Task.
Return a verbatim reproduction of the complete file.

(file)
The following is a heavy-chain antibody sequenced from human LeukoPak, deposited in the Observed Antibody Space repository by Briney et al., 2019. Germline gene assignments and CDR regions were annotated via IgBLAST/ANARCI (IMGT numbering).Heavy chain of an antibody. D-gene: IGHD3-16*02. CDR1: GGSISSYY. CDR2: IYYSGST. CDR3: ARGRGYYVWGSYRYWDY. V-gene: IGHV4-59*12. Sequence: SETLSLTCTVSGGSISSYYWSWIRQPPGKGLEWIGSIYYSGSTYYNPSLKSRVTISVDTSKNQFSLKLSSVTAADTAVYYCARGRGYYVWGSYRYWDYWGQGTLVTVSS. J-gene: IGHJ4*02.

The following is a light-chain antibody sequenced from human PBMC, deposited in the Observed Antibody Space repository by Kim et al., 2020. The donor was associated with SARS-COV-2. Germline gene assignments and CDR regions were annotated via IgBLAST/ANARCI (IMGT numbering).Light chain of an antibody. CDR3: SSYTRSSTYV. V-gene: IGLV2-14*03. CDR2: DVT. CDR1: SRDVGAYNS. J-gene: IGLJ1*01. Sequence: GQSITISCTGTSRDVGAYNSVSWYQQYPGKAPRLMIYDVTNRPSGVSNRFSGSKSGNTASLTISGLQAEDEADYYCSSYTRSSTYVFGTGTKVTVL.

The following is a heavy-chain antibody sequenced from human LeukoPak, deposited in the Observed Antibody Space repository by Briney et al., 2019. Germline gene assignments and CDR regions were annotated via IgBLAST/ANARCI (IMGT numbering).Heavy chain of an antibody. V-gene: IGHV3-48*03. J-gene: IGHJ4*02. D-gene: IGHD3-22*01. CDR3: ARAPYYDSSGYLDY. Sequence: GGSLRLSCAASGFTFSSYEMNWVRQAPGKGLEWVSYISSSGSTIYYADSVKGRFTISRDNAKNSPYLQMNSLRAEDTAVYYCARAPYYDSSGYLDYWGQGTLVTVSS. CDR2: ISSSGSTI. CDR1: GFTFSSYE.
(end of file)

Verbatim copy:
The following is a heavy-chain antibody sequenced from human LeukoPak, deposited in the Observed Antibody Space repository by Briney et al., 2019. Germline gene assignments and CDR regions were annotated via IgBLAST/ANARCI (IMGT numbering).Heavy chain of an antibody. D-gene: IGHD3-16*02. CDR1: GGSISSYY. CDR2: IYYSGST. CDR3: ARGRGYYVWGSYRYWDY. V-gene: IGHV4-59*12. Sequence: SETLSLTCTVSGGSISSYYWSWIRQPPGKGLEWIGSIYYSGSTYYNPSLKSRVTISVDTSKNQFSLKLSSVTAADTAVYYCARGRGYYVWGSYRYWDYWGQGTLVTVSS. J-gene: IGHJ4*02.

The following is a light-chain antibody sequenced from human PBMC, deposited in the Observed Antibody Space repository by Kim et al., 2020. The donor was associated with SARS-COV-2. Germline gene assignments and CDR regions were annotated via IgBLAST/ANARCI (IMGT numbering).Light chain of an antibody. CDR3: SSYTRSSTYV. V-gene: IGLV2-14*03. CDR2: DVT. CDR1: SRDVGAYNS. J-gene: IGLJ1*01. Sequence: GQSITISCTGTSRDVGAYNSVSWYQQYPGKAPRLMIYDVTNRPSGVSNRFSGSKSGNTASLTISGLQAEDEADYYCSSYTRSSTYVFGTGTKVTVL.

The following is a heavy-chain antibody sequenced from human LeukoPak, deposited in the Observed Antibody Space repository by Briney et al., 2019. Germline gene assignments and CDR regions were annotated via IgBLAST/ANARCI (IMGT numbering).Heavy chain of an antibody. V-gene: IGHV3-48*03. J-gene: IGHJ4*02. D-gene: IGHD3-22*01. CDR3: ARAPYYDSSGYLDY. Sequence: GGSLRLSCAASGFTFSSYEMNWVRQAPGKGLEWVSYISSSGSTIYYADSVKGRFTISRDNAKNSPYLQMNSLRAEDTAVYYCARAPYYDSSGYLDYWGQGTLVTVSS. CDR2: ISSSGSTI. CDR1: GFTFSSYE.